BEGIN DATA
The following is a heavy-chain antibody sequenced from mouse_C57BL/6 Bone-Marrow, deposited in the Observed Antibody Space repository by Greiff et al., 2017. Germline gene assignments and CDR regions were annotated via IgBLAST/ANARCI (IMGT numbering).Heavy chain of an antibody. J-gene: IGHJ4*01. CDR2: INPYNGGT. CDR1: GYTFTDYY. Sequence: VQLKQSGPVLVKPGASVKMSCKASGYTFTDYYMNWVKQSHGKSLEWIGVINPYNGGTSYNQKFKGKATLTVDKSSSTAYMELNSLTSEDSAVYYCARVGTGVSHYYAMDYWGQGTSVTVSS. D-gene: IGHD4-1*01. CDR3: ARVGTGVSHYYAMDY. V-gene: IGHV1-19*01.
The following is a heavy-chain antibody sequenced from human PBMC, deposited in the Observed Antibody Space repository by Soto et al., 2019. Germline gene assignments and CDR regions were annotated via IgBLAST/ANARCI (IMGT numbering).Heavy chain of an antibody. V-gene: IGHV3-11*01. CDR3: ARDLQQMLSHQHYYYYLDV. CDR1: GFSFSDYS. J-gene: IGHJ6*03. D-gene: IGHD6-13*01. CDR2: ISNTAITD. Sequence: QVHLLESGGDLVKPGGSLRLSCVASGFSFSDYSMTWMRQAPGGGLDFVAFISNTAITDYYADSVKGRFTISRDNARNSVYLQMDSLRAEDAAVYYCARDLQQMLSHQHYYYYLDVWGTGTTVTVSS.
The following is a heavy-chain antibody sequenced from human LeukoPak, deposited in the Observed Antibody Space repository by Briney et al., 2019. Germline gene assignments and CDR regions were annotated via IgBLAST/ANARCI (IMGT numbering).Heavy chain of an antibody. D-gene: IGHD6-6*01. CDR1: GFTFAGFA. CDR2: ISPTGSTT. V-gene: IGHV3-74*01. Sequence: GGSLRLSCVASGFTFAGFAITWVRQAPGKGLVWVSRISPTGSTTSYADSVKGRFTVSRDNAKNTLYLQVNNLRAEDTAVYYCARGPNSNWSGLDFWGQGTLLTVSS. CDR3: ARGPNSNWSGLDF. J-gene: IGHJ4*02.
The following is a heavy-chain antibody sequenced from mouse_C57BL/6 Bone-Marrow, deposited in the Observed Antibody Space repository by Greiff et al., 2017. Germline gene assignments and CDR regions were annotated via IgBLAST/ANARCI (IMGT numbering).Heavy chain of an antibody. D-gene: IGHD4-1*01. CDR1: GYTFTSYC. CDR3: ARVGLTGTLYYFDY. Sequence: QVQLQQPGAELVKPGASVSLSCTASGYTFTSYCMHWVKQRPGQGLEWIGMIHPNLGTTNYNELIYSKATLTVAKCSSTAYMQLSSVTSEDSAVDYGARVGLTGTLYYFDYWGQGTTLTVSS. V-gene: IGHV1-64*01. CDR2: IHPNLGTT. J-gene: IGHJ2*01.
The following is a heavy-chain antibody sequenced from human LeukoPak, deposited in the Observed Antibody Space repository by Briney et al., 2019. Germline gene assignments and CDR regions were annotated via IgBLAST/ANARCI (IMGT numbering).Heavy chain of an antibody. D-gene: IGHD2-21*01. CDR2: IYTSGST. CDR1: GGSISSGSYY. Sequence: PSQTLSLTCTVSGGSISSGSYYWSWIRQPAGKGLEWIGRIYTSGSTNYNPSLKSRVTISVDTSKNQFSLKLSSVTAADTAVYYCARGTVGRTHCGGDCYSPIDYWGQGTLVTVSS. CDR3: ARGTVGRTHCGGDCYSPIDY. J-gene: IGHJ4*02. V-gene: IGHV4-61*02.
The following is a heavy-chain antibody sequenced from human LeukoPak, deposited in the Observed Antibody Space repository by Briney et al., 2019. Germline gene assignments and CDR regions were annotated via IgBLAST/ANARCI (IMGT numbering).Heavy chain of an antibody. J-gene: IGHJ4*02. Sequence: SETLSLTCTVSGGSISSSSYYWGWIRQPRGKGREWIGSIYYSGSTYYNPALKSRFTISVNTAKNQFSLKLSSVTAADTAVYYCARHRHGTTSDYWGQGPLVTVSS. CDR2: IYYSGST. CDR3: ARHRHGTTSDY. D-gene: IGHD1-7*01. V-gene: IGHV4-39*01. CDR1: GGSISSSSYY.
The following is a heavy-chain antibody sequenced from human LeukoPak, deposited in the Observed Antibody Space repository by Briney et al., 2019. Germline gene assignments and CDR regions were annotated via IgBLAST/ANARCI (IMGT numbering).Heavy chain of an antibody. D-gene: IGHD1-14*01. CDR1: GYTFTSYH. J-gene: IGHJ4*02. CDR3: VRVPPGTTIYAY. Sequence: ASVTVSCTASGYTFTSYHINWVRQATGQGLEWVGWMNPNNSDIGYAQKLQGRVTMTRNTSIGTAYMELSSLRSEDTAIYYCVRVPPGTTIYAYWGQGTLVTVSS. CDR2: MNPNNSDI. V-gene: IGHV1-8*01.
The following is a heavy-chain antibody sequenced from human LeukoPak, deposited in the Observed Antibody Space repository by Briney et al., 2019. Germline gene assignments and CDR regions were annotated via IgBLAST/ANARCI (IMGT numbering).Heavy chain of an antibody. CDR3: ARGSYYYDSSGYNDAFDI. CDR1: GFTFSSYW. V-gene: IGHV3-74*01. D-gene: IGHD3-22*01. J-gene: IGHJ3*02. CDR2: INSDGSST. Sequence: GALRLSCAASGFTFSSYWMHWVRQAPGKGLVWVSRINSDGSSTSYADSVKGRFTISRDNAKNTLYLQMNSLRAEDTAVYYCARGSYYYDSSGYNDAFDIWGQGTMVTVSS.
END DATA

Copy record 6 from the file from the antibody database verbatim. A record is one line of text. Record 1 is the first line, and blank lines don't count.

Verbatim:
The following is a heavy-chain antibody sequenced from human LeukoPak, deposited in the Observed Antibody Space repository by Briney et al., 2019. Germline gene assignments and CDR regions were annotated via IgBLAST/ANARCI (IMGT numbering).Heavy chain of an antibody. J-gene: IGHJ4*02. Sequence: SETLSLTCTVSGGSISSSSYYWGWIRQPRGKGREWIGSIYYSGSTYYNPALKSRFTISVNTAKNQFSLKLSSVTAADTAVYYCARHRHGTTSDYWGQGPLVTVSS. CDR2: IYYSGST. CDR3: ARHRHGTTSDY. D-gene: IGHD1-7*01. V-gene: IGHV4-39*01. CDR1: GGSISSSSYY.